Amanda Skofstad | March 15, 2017
In the third of four gatherings between the University of Notre Dame and Heidelberg University commemorating the 500th anniversary of the Protestant Reformation, scholars from both universities will gather March 12-15 in McKenna Hall to examine the authority and interpretation of the Bible—arguably one of the most disputed topics in the history of ecumenical dialogue.
Multiple Reformations and the Authority and Interpretation of Scripture, co-sponsored by one of the largest faculties of Catholic theology and one of the largest Protestant faculties in the world, will feature seven to 10 theologians from each university along with presentations by Notre Dame English, history and American studies faculty and by faculty from other universities in the United States and Canada.
In addition to discussing the Reformation’s cultural, political and intellectual legacies and investigating potential long-term research collaborations, scholars in these four meetings are examining how this pivotal event contributed to the globalization of Christianity and identifying ways forward for ecumenical scholarship and dialogue.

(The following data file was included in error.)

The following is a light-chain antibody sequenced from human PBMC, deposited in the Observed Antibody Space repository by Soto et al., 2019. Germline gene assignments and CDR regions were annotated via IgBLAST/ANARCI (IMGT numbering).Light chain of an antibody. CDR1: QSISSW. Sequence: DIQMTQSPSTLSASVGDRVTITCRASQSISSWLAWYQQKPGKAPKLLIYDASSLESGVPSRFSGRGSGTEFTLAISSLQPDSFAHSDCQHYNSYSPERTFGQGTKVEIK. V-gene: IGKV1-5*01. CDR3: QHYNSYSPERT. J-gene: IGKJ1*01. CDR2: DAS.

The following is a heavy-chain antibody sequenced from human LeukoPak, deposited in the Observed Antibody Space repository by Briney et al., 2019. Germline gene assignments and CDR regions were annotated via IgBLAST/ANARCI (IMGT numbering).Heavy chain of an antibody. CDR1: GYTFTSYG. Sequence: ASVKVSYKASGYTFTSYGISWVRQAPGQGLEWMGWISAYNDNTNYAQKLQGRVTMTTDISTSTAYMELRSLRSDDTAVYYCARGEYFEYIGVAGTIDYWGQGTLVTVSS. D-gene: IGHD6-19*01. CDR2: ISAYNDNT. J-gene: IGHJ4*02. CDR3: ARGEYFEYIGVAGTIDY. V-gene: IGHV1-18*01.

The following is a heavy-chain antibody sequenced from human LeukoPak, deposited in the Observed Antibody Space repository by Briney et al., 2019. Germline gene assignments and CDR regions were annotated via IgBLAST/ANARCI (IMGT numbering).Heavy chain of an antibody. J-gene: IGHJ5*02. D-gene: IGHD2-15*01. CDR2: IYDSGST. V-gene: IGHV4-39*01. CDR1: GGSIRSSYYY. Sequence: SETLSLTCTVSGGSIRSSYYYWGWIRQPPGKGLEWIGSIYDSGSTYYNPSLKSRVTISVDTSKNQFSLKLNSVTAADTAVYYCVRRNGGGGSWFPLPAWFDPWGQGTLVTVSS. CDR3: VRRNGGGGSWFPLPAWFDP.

“In an age of polemics, our model for Christian unity is what Cardinal Walter Kasper calls a ‘reconciled diversity’ in ecumenical dialogue,” said J. Matthew Ashley, associate professor and chair of theology at Notre Dame and co-organizer of the Multiple Reformations series with Jan Stievermann of Heidelberg. “This means we meet, listen, enjoy one another’s company and identify both differences and areas of overlap. This helps us jointly own the complicated shared history of the Reformation and see how we can come to terms with it.”
“Our Catholic mission, after the Second Vatican Council, demands a commitment to ecumenical dialogue, and this is particularly so at Notre Dame, which celebrates the 50th anniversary of sponsorship of the Tantur Ecumenical Institute,” said Rev. John I. Jenkins, C.S.C., the University’s president. “As we commemorate the 500th anniversary of the beginning of the Reformation, we renew our commitment to dialogue, scholarship and prayer that will draw all who share the name of Christian to deeper unity.”